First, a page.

Story told by Carolyn Small, President Cumberland Historical Society
Willie and Edith were the children of Eli and Amanda Augusta (Wilson) Russell. They died one day apart in Yarmouth, where the family lived at the time, of typhoid fever. They are buried in Cumberland at the Methodist Cemetery on Blackstrap Rd. We are not sure where Eli was from, probably the West Falmouth area. Augusta, as she preferred to be called, grew up on Mill Rd. in Cumberland, and her father was from what is now known as the Norton Farm on Blackstrap Rd. in Falmouth. Edith and Willie probably had a common grave marker for financial reasons. The question arises as to whether they had a common grave? Probably not. And where were the markers placed? Halfway between the (presumably) two graves? At any rate, somewhere down the road their markers were removed and replaced with one large monument. The larger monument also has the names, birth year and death year of their parents, two brothers and a sister. It is in section F of the cemetery.
How the markers came to be here (at the Cumberland Historical Society) deserves to be told. In 2008 Nancy (Wilson) Latham was in the process of gathering information for a presentation at the Historical Society. As she was riding down Mill Rd. she noticed one of the residents of an historical farm outside. She stopped to inquire if he had done any research on the prior owners. As they were talking she thought the farm was built by a Wilson or a Morrison (both families she is a descendant of) and was quite sure Russell’s and Hawk’s had lived there at different times. He thought she might be interested in, and hopefully know what to do with, an artifact he had just recently dug up and he gave her the footstone. Working on the assumption it had something to do with the Russell’s,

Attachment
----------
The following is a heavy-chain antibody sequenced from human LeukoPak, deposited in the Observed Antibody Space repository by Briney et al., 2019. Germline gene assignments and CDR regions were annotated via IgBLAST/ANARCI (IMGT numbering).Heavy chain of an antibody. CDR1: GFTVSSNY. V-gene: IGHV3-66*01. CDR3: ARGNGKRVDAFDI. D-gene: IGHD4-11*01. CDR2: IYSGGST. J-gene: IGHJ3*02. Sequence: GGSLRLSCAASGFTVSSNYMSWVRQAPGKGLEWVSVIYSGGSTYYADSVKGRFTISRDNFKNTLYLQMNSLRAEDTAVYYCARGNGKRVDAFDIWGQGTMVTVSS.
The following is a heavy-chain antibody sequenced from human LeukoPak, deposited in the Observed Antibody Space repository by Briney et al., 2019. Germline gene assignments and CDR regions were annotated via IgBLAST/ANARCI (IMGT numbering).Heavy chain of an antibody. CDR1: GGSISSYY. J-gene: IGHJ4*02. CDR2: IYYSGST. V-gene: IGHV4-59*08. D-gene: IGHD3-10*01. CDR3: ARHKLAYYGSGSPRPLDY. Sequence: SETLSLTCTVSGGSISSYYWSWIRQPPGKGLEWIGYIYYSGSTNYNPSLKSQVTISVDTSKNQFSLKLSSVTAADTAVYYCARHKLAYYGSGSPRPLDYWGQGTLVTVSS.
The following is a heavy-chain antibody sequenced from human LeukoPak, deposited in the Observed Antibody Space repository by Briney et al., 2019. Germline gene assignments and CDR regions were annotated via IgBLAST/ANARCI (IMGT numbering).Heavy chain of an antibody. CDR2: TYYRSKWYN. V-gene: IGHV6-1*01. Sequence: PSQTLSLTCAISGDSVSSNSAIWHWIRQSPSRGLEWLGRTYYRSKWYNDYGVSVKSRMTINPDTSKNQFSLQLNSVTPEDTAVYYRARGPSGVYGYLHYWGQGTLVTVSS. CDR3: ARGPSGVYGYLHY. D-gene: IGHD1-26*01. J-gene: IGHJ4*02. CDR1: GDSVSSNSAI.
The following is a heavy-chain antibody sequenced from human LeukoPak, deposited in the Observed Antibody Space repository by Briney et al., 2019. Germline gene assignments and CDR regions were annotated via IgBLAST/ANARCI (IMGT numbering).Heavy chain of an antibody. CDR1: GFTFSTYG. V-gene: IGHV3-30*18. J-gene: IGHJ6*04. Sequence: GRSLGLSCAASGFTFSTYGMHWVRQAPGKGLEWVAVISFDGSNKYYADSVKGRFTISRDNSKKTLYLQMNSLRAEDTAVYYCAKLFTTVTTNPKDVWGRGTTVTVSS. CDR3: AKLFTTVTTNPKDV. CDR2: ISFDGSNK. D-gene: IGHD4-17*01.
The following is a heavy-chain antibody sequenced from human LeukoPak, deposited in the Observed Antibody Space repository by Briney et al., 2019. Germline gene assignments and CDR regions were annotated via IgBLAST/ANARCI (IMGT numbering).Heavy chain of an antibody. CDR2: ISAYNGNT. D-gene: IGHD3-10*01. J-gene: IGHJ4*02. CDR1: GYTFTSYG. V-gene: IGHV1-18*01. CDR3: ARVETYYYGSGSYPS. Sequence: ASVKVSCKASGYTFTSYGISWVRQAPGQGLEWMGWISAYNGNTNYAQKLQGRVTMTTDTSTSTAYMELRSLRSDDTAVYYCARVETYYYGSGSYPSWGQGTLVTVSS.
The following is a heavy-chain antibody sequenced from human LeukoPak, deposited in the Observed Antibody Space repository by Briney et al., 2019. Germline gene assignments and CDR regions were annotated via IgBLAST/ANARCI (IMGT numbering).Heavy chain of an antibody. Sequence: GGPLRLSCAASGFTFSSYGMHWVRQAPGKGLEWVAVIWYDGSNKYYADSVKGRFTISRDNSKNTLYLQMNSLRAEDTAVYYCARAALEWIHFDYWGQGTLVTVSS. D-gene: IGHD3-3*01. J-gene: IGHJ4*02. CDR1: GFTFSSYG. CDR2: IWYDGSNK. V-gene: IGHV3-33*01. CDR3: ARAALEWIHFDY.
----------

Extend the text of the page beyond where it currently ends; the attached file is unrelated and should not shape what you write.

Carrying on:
E.B. and W.W. is not much to go on, she eventually matched it up with the current monument. She then sort of remembered a story from a childhood friend by the last name of Doughty, and pieces of the puzzle fell into place.
The Russell’s had indeed lived at 90 Mill Rd., and apparently brought these markers there when the new monument was installed. In a subsequent move to 124 Orchard Rd. the footstone was somehow left behind. The headstone remained at Orchard Rd., and either through death or abandonment wound up with the Doughty family, who owned the property in the 1970s. The Doughty girls and their friend found the stone in a shed, and periodically looked for the lost grave of the children. Decades later when the Doughty’s sold the property, the friend couldn’t bear abandoning the stone once again, and took it to her house. There it sat for several more years until Nancy connected the dots, and the two pieces were once again united.